Shares come in from the cold as gains point to revival

With key index adding 7pc this month, traders appear buoyed by improving economic signs

PUBLISHED : Thursday, 15 August, 2013, 12:00am
UPDATED : Thursday, 15 August, 2013, 3:31am

There are signs of a turnaround in the mainland share market, with the CSI 300 Index rising 7 per cent so far this month.

Investors were edging back into the market on the view Beijing had managed a soft landing, said Francis Cheung, the head of China and Hong Kong strategy for brokerage CLSA.

According to the China Securities Depository and Clearing Corp, there are now 1,231 "super" retail investors, each holding more than 100 million yuan (HK$125 million) of listed securities - 7.8 per cent higher than in June.

Many analysts believe that A shares have been out of favour for so long that a rebound is inevitable. "It was like a coiled spring. It only took a bit of positive data to set things up," says Jason Todd, equities strategist for CIMB Securities.

It was like a coiled spring. It only took a bit of positive data to set things up
Jason Todd, CIMB Securities

The official purchasing managers' index (PMI) of manufacturing activity rose to 50.3 last month from 50.1 in June. A reading above 50 indicates expansion and that below 50 shows contraction.

Last week the National Bureau of Statistics said industrial output increased 9.7 per cent year on year in July, compared with 8.9 per cent in June, and that fixed-asset investment grew 20.1 per cent year on year for January to July.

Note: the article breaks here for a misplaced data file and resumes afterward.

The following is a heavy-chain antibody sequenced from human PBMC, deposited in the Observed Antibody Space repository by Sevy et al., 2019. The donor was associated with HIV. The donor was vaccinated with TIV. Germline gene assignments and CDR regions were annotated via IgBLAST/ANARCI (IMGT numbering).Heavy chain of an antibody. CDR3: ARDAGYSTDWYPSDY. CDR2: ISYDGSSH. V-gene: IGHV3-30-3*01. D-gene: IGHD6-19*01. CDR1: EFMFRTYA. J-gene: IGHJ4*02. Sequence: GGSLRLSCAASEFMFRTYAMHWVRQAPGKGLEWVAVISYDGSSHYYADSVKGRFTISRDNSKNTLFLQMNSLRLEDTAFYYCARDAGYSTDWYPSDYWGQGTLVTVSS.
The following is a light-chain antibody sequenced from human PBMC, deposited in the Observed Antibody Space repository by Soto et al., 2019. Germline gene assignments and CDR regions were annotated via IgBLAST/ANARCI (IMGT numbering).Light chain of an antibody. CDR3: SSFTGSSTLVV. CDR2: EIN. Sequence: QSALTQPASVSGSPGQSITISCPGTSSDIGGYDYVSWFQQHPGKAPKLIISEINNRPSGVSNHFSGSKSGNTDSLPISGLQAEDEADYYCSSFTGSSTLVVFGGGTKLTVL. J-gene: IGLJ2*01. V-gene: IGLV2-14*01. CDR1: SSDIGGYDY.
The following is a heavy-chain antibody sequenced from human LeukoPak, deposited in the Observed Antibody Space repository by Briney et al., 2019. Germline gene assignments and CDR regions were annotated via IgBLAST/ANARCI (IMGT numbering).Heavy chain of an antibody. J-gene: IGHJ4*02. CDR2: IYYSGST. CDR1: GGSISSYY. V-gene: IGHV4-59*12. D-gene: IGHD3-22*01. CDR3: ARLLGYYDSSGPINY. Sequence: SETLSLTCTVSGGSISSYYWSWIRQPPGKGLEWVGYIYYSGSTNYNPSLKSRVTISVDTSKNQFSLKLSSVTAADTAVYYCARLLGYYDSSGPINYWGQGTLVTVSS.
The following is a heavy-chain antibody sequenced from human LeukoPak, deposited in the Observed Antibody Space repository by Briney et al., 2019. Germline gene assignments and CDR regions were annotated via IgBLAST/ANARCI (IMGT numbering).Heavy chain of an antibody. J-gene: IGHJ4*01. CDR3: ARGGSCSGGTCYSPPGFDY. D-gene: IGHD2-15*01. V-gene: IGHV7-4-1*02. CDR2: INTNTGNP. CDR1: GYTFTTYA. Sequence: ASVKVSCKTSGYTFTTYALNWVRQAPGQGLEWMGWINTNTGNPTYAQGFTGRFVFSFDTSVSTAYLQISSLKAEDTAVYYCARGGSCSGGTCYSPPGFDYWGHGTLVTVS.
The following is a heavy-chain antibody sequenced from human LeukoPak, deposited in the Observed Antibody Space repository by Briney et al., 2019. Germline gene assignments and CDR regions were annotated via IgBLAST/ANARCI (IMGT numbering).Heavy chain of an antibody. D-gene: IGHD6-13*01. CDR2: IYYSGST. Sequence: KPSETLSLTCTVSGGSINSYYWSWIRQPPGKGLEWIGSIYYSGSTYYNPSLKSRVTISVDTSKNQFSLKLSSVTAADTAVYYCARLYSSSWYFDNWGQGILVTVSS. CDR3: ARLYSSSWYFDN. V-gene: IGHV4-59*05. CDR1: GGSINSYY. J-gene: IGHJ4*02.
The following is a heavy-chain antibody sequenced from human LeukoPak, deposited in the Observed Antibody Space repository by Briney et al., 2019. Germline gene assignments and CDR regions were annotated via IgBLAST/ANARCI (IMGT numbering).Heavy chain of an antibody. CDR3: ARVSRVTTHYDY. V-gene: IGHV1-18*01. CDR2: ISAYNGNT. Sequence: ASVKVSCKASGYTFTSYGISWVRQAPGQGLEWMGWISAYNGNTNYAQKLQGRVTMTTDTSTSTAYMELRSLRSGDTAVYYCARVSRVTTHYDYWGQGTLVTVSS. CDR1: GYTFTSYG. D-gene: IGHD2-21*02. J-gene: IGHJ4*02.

Alan Wang, a fund manager at Value Partners, said the macro data reported last week was only slightly better than expectations, but a little positive news went a long way.

"Prior to last Friday, China was the most hated capital market in the region, but now there are inflows," Wang said.

Premier Li Keqiang is trying to direct more capital into privately owned firms, and wean the economy off the centrally planned, state-led model.

The Li model has been evident in a series of modest reforms. But so far his programme has been more about the things the government will not.

For example, Li refrained from intervening during the bank funds crunch in June when interbank rates skyrocketed, nor did he announce any big-bang stimulus programmes even as it became increasingly clear that the economy was slowing.

Investors have been reacting negatively to Li's measures so far, but last week's positive economic news swung investors around to the view that they are working.

But Todd is still sceptical. "The market will not pay for a reform dividend because we don't know what it will look like," he said. "There is so little transparency that it's very difficult to pay up for this."

Wang said the market might be waging a referendum on Li's policies but the locals were still negative about the plans.

The former Beijinger closely monitors chatter on Weibo, which he says is abuzz with issues like pollution and corruption.

"Many believe [former premier] Wen Jiabao made incorrect decisions in managing the economy. People hope Mr Li will do a much better job but they want to see evidence that the government is doing the right thing," Wang said.

Offshore investors, however, were positive on Li's reform moves, as seen in their recent H-share buying spree, he said.

The local market is still trading on thin turnover, though.

A-share price-earnings multiples are about a third of historically high levels and the CSI 300 Index is down 6.9 per cent for the year.